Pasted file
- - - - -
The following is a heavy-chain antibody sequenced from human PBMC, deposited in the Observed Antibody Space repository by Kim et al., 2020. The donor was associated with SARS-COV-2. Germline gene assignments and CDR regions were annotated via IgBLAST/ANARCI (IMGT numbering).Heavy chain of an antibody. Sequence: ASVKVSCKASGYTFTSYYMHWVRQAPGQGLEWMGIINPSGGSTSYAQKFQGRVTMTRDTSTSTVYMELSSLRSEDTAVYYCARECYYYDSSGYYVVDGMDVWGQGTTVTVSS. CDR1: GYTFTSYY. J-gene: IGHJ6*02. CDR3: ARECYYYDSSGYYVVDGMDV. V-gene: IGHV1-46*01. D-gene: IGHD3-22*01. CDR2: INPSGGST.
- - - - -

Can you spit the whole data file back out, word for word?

The following is a heavy-chain antibody sequenced from human PBMC, deposited in the Observed Antibody Space repository by Kim et al., 2020. The donor was associated with SARS-COV-2. Germline gene assignments and CDR regions were annotated via IgBLAST/ANARCI (IMGT numbering).Heavy chain of an antibody. Sequence: ASVKVSCKASGYTFTSYYMHWVRQAPGQGLEWMGIINPSGGSTSYAQKFQGRVTMTRDTSTSTVYMELSSLRSEDTAVYYCARECYYYDSSGYYVVDGMDVWGQGTTVTVSS. CDR1: GYTFTSYY. J-gene: IGHJ6*02. CDR3: ARECYYYDSSGYYVVDGMDV. V-gene: IGHV1-46*01. D-gene: IGHD3-22*01. CDR2: INPSGGST.